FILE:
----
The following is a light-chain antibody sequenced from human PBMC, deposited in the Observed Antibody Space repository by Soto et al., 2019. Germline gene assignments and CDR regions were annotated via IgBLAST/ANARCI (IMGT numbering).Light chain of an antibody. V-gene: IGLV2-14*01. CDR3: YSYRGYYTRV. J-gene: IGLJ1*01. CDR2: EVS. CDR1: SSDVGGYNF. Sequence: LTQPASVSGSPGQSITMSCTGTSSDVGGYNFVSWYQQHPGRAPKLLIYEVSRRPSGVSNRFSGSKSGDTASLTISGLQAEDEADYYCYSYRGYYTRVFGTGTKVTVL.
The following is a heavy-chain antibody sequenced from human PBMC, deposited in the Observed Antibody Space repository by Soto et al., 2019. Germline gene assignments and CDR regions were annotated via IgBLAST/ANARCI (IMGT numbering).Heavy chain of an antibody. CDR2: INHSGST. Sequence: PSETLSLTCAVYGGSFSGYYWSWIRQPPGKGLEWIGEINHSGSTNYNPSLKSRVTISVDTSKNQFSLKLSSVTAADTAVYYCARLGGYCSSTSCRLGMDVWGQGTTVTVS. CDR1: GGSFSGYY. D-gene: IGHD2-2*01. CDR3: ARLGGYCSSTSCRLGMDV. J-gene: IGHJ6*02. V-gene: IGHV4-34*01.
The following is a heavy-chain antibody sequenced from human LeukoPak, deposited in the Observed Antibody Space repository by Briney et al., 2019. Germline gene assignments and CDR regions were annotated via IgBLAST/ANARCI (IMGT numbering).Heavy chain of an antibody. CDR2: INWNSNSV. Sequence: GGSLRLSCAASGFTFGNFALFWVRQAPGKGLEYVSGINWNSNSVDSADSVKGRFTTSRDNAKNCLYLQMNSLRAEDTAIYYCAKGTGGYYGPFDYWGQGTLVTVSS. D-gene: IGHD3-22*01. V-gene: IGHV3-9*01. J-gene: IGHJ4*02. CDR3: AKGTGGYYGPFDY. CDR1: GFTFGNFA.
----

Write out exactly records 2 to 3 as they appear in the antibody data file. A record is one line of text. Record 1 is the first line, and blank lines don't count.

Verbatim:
The following is a heavy-chain antibody sequenced from human PBMC, deposited in the Observed Antibody Space repository by Soto et al., 2019. Germline gene assignments and CDR regions were annotated via IgBLAST/ANARCI (IMGT numbering).Heavy chain of an antibody. CDR2: INHSGST. Sequence: PSETLSLTCAVYGGSFSGYYWSWIRQPPGKGLEWIGEINHSGSTNYNPSLKSRVTISVDTSKNQFSLKLSSVTAADTAVYYCARLGGYCSSTSCRLGMDVWGQGTTVTVS. CDR1: GGSFSGYY. D-gene: IGHD2-2*01. CDR3: ARLGGYCSSTSCRLGMDV. J-gene: IGHJ6*02. V-gene: IGHV4-34*01.
The following is a heavy-chain antibody sequenced from human LeukoPak, deposited in the Observed Antibody Space repository by Briney et al., 2019. Germline gene assignments and CDR regions were annotated via IgBLAST/ANARCI (IMGT numbering).Heavy chain of an antibody. CDR2: INWNSNSV. Sequence: GGSLRLSCAASGFTFGNFALFWVRQAPGKGLEYVSGINWNSNSVDSADSVKGRFTTSRDNAKNCLYLQMNSLRAEDTAIYYCAKGTGGYYGPFDYWGQGTLVTVSS. D-gene: IGHD3-22*01. V-gene: IGHV3-9*01. J-gene: IGHJ4*02. CDR3: AKGTGGYYGPFDY. CDR1: GFTFGNFA.